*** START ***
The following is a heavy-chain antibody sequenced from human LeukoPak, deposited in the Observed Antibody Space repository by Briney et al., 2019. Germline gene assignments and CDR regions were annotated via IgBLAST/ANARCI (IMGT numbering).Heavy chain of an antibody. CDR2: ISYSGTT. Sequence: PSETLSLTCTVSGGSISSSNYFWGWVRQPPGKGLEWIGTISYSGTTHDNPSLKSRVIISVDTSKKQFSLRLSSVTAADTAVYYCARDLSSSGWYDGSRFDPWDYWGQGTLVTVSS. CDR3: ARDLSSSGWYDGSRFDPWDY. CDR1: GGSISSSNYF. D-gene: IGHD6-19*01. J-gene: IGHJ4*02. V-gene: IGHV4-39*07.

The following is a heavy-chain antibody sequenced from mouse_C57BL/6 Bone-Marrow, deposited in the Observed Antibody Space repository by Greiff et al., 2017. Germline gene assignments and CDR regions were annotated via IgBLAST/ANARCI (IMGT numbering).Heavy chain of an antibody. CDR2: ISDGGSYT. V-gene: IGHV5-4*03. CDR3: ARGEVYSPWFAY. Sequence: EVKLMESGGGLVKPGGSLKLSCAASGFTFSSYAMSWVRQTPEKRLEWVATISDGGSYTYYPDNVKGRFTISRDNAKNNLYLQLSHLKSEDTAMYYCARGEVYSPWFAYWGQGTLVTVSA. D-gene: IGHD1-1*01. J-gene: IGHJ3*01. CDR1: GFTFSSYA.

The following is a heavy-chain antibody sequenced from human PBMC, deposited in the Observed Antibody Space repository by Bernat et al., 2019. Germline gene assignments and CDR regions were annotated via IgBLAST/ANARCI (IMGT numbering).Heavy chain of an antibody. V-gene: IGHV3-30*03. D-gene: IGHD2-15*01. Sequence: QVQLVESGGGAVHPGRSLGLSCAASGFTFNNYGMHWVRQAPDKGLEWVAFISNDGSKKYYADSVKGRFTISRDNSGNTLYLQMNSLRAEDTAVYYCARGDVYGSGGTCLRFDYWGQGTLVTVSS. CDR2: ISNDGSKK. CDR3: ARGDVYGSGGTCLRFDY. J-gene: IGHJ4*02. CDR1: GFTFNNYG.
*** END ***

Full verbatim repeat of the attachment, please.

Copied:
The following is a heavy-chain antibody sequenced from human LeukoPak, deposited in the Observed Antibody Space repository by Briney et al., 2019. Germline gene assignments and CDR regions were annotated via IgBLAST/ANARCI (IMGT numbering).Heavy chain of an antibody. CDR2: ISYSGTT. Sequence: PSETLSLTCTVSGGSISSSNYFWGWVRQPPGKGLEWIGTISYSGTTHDNPSLKSRVIISVDTSKKQFSLRLSSVTAADTAVYYCARDLSSSGWYDGSRFDPWDYWGQGTLVTVSS. CDR3: ARDLSSSGWYDGSRFDPWDY. CDR1: GGSISSSNYF. D-gene: IGHD6-19*01. J-gene: IGHJ4*02. V-gene: IGHV4-39*07.

The following is a heavy-chain antibody sequenced from mouse_C57BL/6 Bone-Marrow, deposited in the Observed Antibody Space repository by Greiff et al., 2017. Germline gene assignments and CDR regions were annotated via IgBLAST/ANARCI (IMGT numbering).Heavy chain of an antibody. CDR2: ISDGGSYT. V-gene: IGHV5-4*03. CDR3: ARGEVYSPWFAY. Sequence: EVKLMESGGGLVKPGGSLKLSCAASGFTFSSYAMSWVRQTPEKRLEWVATISDGGSYTYYPDNVKGRFTISRDNAKNNLYLQLSHLKSEDTAMYYCARGEVYSPWFAYWGQGTLVTVSA. D-gene: IGHD1-1*01. J-gene: IGHJ3*01. CDR1: GFTFSSYA.

The following is a heavy-chain antibody sequenced from human PBMC, deposited in the Observed Antibody Space repository by Bernat et al., 2019. Germline gene assignments and CDR regions were annotated via IgBLAST/ANARCI (IMGT numbering).Heavy chain of an antibody. V-gene: IGHV3-30*03. D-gene: IGHD2-15*01. Sequence: QVQLVESGGGAVHPGRSLGLSCAASGFTFNNYGMHWVRQAPDKGLEWVAFISNDGSKKYYADSVKGRFTISRDNSGNTLYLQMNSLRAEDTAVYYCARGDVYGSGGTCLRFDYWGQGTLVTVSS. CDR2: ISNDGSKK. CDR3: ARGDVYGSGGTCLRFDY. J-gene: IGHJ4*02. CDR1: GFTFNNYG.